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Air-Dried Lumber: Lumber that's been stored in an enclosed area for any length of time. The minimum moisture content of this lumber is 12 to 15 percent, though in the South it can be no lower than 19 percent.

Airway: The space made between roof boards and insulation in order for air to move.

Anchor Bolts: Bolts that are used to secure a wooden sill plate to floor or walls.

Apron: The piece of inside window trim placed against the wall directly beneath the stool.

Astragal: A molding attached to a swinging door against which the door hits.

Barge Board: A decorative board covering the rafter of the gable end.

Base or baseboard: A board positioned around the bottom circumference of a room as a finish between the floor and the plaster.

Base molding: A molding used as a trim for the upper edge of a baseboard.

Base Shoe (or Carpet Strip): A molding used as a trim for the bottom edge of a baseboard.

Batten: Narrow strips of wood used to cover joints.

Batter boards: A pair of horizontal boards attached to posts at the corner of a site to indicate desired levels. Often they are used to stretch strings between to create an outline for the foundation walls.

Beam: A structural member which supports a load diagonally.

Bed molding: An angled molding between the cornice and the wall.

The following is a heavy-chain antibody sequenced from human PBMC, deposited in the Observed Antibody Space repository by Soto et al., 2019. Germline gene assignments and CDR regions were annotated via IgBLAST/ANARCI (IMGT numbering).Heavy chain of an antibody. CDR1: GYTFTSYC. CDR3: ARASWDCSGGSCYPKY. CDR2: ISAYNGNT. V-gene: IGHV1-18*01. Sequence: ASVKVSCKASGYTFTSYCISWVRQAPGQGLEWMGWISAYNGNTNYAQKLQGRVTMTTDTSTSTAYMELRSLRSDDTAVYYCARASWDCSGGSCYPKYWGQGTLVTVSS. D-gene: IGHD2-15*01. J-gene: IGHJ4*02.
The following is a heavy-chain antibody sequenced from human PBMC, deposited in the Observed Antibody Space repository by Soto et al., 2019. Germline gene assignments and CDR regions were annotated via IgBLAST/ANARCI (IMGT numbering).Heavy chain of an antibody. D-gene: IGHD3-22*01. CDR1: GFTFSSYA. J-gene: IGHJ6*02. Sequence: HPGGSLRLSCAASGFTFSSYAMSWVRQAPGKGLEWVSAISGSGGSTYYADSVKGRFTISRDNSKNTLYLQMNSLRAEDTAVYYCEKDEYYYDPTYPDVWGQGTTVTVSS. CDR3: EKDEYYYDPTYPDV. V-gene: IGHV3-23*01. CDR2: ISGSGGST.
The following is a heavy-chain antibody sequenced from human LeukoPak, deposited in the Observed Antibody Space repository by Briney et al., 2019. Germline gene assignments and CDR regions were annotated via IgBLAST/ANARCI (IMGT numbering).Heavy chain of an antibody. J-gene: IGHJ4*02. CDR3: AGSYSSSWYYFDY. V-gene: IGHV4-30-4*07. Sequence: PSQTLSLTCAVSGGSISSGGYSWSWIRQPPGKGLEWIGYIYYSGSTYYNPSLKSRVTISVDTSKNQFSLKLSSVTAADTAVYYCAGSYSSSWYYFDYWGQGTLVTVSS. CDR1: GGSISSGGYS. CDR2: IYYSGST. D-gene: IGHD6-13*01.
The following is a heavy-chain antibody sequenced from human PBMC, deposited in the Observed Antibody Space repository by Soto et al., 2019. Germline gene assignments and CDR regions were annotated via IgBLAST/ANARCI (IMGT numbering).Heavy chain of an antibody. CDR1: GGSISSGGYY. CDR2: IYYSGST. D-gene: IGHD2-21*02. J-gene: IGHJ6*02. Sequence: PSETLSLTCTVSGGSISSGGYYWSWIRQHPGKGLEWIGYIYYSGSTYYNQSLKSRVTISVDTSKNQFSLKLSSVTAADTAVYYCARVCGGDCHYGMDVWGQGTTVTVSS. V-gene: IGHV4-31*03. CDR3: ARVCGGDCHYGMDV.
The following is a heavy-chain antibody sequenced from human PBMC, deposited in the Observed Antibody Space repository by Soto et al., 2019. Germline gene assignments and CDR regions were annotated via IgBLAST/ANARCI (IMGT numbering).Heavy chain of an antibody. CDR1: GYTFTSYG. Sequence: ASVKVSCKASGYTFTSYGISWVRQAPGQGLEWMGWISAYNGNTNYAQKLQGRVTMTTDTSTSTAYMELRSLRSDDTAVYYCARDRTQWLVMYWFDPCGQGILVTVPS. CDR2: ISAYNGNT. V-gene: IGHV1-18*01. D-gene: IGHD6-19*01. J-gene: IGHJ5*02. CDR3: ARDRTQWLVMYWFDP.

Blind nailing: Nailing so that the nailheads are invisible on the face of the work.

Bolster: A short, horizontal timber/steel beam on top of a column which supports/shortens the span between the beams/girders.

Bottom Plate: The bottom, horizontal member of a stud framed wall, nailed through the subfloor into floor joists.

Brace: An inclined piece of lumber placed against wall to temporarily stiffen the structure while framing is completed.

Bridging: Small pieces of wood placed in an X-pattern between the floor joists to prevent them from twisting and squeaking.

Buck: A rough frame opening.

Butt joint: The junction between two ends of timber/members that meet in a square-cut joint.

Cant Strip: A triangular piece of wood used at the junction of a flat deck and wall which prevents the roof from cracking when it is applied over it.

Cap Plate: Upper top plate.

Column: A vertical supporting member that consists of base, shaft, and capital.

Casing: Molding of different lengths/widths used to trim doors/windows that open at the jambs.

Collar beam: 1 to 2 inch-thick members connecting opposite roof rafters to stiffen roof structure.

Compound Miter: An angled cut with the blade sloped at a specified angle.

Corner Boards: Trim for the external corns of a house against which the siding are finished.

Corner Braces: Diagonal braces at the corners of framed walls to provide extra strength.

Corner Post: The wall stud and spacer blocks which creates an nailing surface for drywall at a framed corner.

Cornice: Overhand of a pitched roof at the eve line.

Cove Molding: Molding with a concave face used to finish interior corners.

Cripple Stud: Short studs placed between the header and top plate, or between a sill and sole plate.

Crown: An upward bow, curve, or rise along a board length. Deck boards are set on end with the crown up. Eventually, the crown will sag and straighten the board.

Crown molding: Molding used to cover any interior angle.

Cut-in Brace: Small 2-inch-thick members that cut in between the stud diagonally.

Dado: A rectangular groove along the width of a board.

Decking: Lumber that forms an outside floor surface; decking fastens directly over floor joists.